As turnarounds go, and there are many of late, Pine Ridge barely registers on most wine Richter scales. It has not been among Napa’s best producers in years, yet its new wines show considerable improvement.
Pine Ridge’s rejuvenation is certainly not as significant as what has transpired at Stag’s Leap Wine Cellars, its neighbor in the Stags Leap District of Napa Valley. SLWC has gone from the dumps to proving it knows what good wine should taste like.
That wasn’t the problem at Pine Ridge. Its wines in recent vintages fall into the good to very good category (80 to 89 points), but given all the exciting Cabernets (and other wines) coming out of Napa these days, Pine Ridge’s have been by and large boring.
The wine that has impressed me most in recent years is its $14 Chenin Blanc-Viognier, which has carried both a California and Clarksburg appellation.
But with 2009, and a new winemaking regime in place, Pine Ridge has released a trio of outstanding Cabernets that are a cut or two above what’s been made in recent vintages. Not all of the 2009s are as exciting, but it’s evident from the trio, and a note from winemaker Michael Beaulac, that the team is both pleased by the progress and aware of past shortcomings. 2009 was Beaulac's first harvest with Pine Ridge.
What prompts these kinds of turnarounds? It begins with an awareness of the level of quality. That assessment can come from within the winery, or from the outside, be it from consumers, critics or sommeliers. Critique from within is rare; too many wineries have tunnel vision when it comes to their own wines—witness what happened with Stag’s Leap Wine Cellars. The staff didn’t pick up the issues of flawed or iffy wines there (or if it did, the problem wasn’t addressed). SLWC got mixed reviews for its wines, with some critics hailing the quality. Yet one suspects that the reaction from wine drinkers fell in line with those of us who didn’t like the wines, and worse, given the prices and options, realized quality didn’t merit the price or attention.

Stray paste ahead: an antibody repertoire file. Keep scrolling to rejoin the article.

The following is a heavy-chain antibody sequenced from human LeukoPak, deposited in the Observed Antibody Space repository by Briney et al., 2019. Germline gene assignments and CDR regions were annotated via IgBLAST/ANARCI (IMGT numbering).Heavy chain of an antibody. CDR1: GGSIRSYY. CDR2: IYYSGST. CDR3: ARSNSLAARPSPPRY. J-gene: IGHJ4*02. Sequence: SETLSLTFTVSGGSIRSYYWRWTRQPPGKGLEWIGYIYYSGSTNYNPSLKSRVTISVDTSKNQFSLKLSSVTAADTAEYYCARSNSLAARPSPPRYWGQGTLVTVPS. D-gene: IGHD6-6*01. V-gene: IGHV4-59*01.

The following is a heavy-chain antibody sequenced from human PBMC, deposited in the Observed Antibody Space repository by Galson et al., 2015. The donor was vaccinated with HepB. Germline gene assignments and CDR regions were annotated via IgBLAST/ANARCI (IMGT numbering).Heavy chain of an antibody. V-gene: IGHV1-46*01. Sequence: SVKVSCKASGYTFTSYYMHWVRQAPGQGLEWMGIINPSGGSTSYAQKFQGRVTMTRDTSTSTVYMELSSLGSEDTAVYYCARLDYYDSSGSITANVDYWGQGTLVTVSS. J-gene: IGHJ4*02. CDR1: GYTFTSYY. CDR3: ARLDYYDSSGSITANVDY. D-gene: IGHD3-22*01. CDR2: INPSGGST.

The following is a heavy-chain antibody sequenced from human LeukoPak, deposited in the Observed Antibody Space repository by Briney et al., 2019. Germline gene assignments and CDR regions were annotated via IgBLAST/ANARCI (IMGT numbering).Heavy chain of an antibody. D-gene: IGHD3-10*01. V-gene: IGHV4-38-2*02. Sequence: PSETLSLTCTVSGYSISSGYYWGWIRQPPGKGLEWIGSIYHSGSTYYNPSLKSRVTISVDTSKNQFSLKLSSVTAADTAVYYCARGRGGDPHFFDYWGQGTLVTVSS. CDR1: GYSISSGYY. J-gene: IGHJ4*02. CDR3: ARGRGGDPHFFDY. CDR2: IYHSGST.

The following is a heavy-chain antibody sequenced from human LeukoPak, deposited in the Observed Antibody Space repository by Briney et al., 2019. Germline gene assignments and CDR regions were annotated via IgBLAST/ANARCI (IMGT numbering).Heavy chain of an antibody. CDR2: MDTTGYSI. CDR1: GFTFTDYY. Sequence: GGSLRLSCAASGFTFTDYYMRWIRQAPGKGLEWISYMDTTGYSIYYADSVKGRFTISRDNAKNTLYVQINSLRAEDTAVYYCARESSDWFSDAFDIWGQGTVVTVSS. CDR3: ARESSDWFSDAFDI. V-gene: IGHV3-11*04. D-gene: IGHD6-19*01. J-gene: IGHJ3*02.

The three Pine Ridge Cabernets that impressed me in recent blind tastings were the Howell Mountain ($90, 492 cases), Fortis ($150, 790 cases) and the Napa Valley bottling ($54, 6,000 cases). The Howell Mountain offers a fine expression of that appellation, with a broad mix of dark berry, green olive, tobacco and cigar box. Fortis, a Cabernet blend, shows more muscle and density and a Bordeaux-like graphite and crushed rock edge. The Napa Valley offers the most fruit and grace, elegant when tasted alongside the others.
Three other Pine Ridge Cabernets, one each from Stags Leap ($85), Oakville ($80) and Rutherford ($80), were also very good and brighter than they’ve been in recent years, but expensive for what’s in the bottle. The winery has also added a label called Forefront, a Napa-San Luis Obispo-Lake Counties Cabernet, with a 2009 ($24, 15,800 cases) that is OK.
Pine Ridge is owned by Crimson Wine Group, a unit of Leucadia International, which also owns Seghesio in Sonoma and Archery Summit in Oregon. The winery, founded in 1978, owns several hundred acres of vineyards in Napa, including Cabernet in Oakville, Rutherford and Stags Leap. And that's one reason it has great potential for improvement and growth.
Brian Loring — Lompoc, CA — August 29, 2012 1:59pm ET
John Fujii — Stockton, CA — August 29, 2012 4:18pm ET
Leslie Smith — Vacaville, CA — August 30, 2012 4:01pm ET
Mike Supple — Kansas City — August 31, 2012 11:21am ET
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